In Rivlin, Israel Has a Man Worthy of the Presidency

Reuven Rivlin will be a new breed of Israeli president, a man motivated by honor, integrity and fairness. If only we could say the same about the prime minister.

Yoel Marcus
Yoel Marcus
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President-elect Reuven Rivlin.
President-elect Reuven Rivlin.Credit: Reuters
Yoel Marcus
Yoel Marcus

As the Knesset speaker read out the results of the runoff in the presidential election Tuesday, the TV cameras focused on the face of Prime Minister Benjamin Netanyahu and caught him sputtering in alarm: “Uh-oh, 63.”

Netanyahu quickly got up and left the Knesset plenum hall, pushing aside the Knesset members who came to console him, and nimbly evading the “threat” of a hug and kiss from president-elect Reuven (Rubi) Rivlin, whose face was wet with tears.

Had it been possible, the prime minister most probably would have fled home or to the airport, catching the first available flight out. But he was bound by protocol.

At the official ceremony, he congratulated Rivlin woodenly, with the driest words he could find. He began his congratulations with Nechama, Rivlin’s wife, who previously told reporters she “prefers not speak – I have a potty mouth.” One can imagine what she was thinking when Netanyahu wove into his speech bits of advice like “It is your task to unite the nation,” and so forth.

After the speech Rivlin surged toward him in the style of a judo fighter, for a second attempt at embraces. Netanyahu again came up dry.

Words were spoken during both men’s terms in office that Netanyahu cannot forget. [Rivlin was a two-time Knesset speaker.] For example, Rivlin’s remark that “In my home, the decision-making process is different.”

One MK said he would love to see Sara Netanyahu’s face when the phone rings in the middle of the night with the message: “The president wants to speak to your husband.”

Who knows, maybe Rivlin will hire the house manager who fell out with the Netanyahus to work at the President’s Residence? For Rivlin is a good soul, a kindly man. At that critical moment when suddenly it wasn’t clear he was going to win, he said, “I will say thank you to my true friends.”

The candidate who came second, MK Meir Sheetrit (Hatnuah), later confided that, in those moments, he didn’t have the heart to see Rivlin cry. Rivlin did not hate Sheetrit with his four apartments and his millionaire wife, but rather saw in his candidacy a typical attempt by the prime minister to subordinate the country’s interests to his own lust to stay in office.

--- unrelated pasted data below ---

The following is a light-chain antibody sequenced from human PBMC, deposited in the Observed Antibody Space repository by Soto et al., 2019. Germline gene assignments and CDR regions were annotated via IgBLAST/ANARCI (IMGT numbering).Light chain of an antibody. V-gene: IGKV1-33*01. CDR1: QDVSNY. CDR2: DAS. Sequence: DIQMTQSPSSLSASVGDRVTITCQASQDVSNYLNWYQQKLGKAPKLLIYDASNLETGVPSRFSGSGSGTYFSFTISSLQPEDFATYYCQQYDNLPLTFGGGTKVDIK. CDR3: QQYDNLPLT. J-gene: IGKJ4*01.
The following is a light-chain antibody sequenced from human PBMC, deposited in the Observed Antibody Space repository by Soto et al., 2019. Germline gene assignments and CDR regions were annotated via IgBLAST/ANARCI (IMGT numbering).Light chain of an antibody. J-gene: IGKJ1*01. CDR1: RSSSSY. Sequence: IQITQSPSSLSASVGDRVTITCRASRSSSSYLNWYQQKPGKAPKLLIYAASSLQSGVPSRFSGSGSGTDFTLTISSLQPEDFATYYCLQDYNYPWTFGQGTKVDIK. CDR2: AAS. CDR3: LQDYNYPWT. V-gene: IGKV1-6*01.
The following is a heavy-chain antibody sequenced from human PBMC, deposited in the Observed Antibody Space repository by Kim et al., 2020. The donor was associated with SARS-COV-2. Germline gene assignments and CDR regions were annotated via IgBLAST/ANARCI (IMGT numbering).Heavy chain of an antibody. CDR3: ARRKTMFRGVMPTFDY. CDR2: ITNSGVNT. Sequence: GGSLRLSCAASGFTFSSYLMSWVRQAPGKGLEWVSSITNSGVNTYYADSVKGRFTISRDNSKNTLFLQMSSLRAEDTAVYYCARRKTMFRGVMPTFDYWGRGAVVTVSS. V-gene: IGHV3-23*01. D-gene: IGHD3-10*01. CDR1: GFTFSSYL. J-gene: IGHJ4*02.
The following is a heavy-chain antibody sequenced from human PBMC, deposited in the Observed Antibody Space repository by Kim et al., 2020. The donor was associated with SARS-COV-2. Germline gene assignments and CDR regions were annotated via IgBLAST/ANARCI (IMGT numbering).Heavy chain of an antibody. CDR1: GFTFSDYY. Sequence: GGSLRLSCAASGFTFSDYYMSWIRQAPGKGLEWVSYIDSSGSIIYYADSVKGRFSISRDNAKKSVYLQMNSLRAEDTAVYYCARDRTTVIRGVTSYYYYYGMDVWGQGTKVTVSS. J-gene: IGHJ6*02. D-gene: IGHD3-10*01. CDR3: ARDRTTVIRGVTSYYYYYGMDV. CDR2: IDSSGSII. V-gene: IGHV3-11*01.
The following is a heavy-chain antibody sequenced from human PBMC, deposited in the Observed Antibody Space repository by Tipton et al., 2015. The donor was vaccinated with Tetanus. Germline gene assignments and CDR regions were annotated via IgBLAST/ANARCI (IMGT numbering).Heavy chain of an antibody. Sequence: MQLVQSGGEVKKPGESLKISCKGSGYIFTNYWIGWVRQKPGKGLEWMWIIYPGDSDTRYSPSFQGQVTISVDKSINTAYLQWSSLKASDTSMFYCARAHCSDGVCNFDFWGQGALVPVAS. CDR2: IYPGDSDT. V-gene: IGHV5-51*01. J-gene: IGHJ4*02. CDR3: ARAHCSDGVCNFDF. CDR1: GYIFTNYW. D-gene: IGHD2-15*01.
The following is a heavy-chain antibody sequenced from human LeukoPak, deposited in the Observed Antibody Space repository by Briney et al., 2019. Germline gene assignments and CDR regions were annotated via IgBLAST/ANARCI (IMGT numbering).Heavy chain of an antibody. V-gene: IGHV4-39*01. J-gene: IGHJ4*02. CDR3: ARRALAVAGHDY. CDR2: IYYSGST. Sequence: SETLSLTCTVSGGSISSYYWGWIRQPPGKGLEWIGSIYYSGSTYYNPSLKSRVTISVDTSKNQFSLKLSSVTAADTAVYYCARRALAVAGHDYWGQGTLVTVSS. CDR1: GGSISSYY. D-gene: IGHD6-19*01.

It isn’t by chance that the defeated Sheetrit and the victorious Rivlin embraced enthusiastically.

The main loser was Netanyahu, who tried to set up a kind of “national unity government” with opposition leader MK Isaac Herzog (Labor), MK Benjamin Ben-Eliezer (Labor) and Justice Minister Tzipi Livni (Hatnuah), in order to thwart Rivlin at the ballot box.

We have always known that behind the rhetoric lurks a cowardly and vengeful soul. He tried to do what should not be done in a civilized society: Change the presidency law immediately, over fears that Rivlin will not recommend that he form the government after the next election.

Any smart person knows that legislating party laws with regard to a specific person, and not with regard to a substantive issue, is illegitimate. And the idea of enlisting the question of whether Israel even needs a president was truly pathetic.

The question arises as to the extent that a prime minister is able to change the face of the country. And all this, let us reiterate, is only because Rivlin fulfilled his role as Knesset speaker with integrity, even counter to the wishes of the prime minister.

It is not by chance that United States President Barack Obama immediately congratulated the new president with warm words. In Washington, they recognized he is a new breed of president.

Shimon Peres has been a representative and presentable president, a president of salons, who took care not to anger the prime minister. His speeches are studded with quotations and fine words, endlessly meaningful words in various languages – of the sort professional speechwriters employ – all with the aim of serving Netanyahu, not annoying him.

Rivlin’s basic approach, like that of Moshe Arens, is that of Ze’ev Jabotinsky; it upholds honor, integrity and fairness. Like Dan Meridor, Benny Begin and others of their ilk who were distanced from Likud at Netanyahu’s instigation, he believes that the Arabs must live in equality and as citizens of the country in every respect.

Rivlin will continue to follow his modest path. He intends to live in his current apartment and go to the President’s Office daily, the way every citizen goes to work.

But Rubi, remember that vengefulness is in Netanyahu’s blood. Take into account that he will try to take revenge on you by neutralizing you, and in any way he can. Please don’t cry, Rubi, the nation is with you.



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